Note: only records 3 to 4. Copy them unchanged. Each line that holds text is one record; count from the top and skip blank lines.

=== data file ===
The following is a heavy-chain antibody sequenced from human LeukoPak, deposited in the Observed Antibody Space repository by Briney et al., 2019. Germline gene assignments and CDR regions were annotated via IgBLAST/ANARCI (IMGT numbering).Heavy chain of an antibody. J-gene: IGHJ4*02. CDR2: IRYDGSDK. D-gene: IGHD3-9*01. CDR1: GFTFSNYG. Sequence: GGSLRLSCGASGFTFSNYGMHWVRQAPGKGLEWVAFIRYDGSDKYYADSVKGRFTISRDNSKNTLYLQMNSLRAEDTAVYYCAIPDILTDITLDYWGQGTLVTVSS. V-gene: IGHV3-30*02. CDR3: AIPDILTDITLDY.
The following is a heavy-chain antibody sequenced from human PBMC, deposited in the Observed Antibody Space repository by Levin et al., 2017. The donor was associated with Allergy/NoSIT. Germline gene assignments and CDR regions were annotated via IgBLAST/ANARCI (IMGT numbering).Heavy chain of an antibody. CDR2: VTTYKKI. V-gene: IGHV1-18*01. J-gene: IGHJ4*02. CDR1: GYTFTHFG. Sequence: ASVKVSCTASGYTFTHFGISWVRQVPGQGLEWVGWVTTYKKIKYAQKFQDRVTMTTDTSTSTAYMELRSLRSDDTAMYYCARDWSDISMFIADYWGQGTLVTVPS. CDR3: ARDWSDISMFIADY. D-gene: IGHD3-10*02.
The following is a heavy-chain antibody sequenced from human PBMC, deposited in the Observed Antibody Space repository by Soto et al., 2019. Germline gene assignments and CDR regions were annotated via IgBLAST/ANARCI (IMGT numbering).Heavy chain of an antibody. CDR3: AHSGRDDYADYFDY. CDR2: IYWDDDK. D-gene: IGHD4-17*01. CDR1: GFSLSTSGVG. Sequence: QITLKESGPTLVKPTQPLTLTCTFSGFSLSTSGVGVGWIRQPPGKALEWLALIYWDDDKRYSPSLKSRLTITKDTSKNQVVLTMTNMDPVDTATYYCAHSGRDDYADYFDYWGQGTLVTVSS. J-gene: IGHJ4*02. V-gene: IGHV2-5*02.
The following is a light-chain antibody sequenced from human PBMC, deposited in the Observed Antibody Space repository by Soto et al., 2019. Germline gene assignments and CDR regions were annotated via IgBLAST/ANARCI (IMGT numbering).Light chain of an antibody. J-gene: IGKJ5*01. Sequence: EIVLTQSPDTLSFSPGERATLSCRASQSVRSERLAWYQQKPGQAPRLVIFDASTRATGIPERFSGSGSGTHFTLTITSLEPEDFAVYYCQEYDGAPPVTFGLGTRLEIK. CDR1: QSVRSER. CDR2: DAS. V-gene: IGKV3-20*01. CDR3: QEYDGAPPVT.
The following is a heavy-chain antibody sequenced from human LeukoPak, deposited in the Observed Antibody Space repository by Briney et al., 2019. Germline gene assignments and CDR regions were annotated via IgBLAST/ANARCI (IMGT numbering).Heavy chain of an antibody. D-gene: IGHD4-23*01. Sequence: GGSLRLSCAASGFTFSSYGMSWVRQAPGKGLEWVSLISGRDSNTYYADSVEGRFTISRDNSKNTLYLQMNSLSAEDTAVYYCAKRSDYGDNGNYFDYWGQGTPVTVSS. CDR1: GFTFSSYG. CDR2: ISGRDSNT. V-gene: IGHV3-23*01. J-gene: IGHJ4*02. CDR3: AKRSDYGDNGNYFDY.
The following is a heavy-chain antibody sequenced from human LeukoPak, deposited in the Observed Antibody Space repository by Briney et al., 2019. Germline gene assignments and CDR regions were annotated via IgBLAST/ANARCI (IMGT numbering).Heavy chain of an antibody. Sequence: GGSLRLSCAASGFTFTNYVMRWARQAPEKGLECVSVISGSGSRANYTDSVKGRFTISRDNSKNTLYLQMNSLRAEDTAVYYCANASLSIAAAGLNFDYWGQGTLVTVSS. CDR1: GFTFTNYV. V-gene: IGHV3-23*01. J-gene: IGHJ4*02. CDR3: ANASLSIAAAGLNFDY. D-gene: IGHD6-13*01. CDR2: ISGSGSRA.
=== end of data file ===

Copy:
The following is a heavy-chain antibody sequenced from human PBMC, deposited in the Observed Antibody Space repository by Soto et al., 2019. Germline gene assignments and CDR regions were annotated via IgBLAST/ANARCI (IMGT numbering).Heavy chain of an antibody. CDR3: AHSGRDDYADYFDY. CDR2: IYWDDDK. D-gene: IGHD4-17*01. CDR1: GFSLSTSGVG. Sequence: QITLKESGPTLVKPTQPLTLTCTFSGFSLSTSGVGVGWIRQPPGKALEWLALIYWDDDKRYSPSLKSRLTITKDTSKNQVVLTMTNMDPVDTATYYCAHSGRDDYADYFDYWGQGTLVTVSS. J-gene: IGHJ4*02. V-gene: IGHV2-5*02.
The following is a light-chain antibody sequenced from human PBMC, deposited in the Observed Antibody Space repository by Soto et al., 2019. Germline gene assignments and CDR regions were annotated via IgBLAST/ANARCI (IMGT numbering).Light chain of an antibody. J-gene: IGKJ5*01. Sequence: EIVLTQSPDTLSFSPGERATLSCRASQSVRSERLAWYQQKPGQAPRLVIFDASTRATGIPERFSGSGSGTHFTLTITSLEPEDFAVYYCQEYDGAPPVTFGLGTRLEIK. CDR1: QSVRSER. CDR2: DAS. V-gene: IGKV3-20*01. CDR3: QEYDGAPPVT.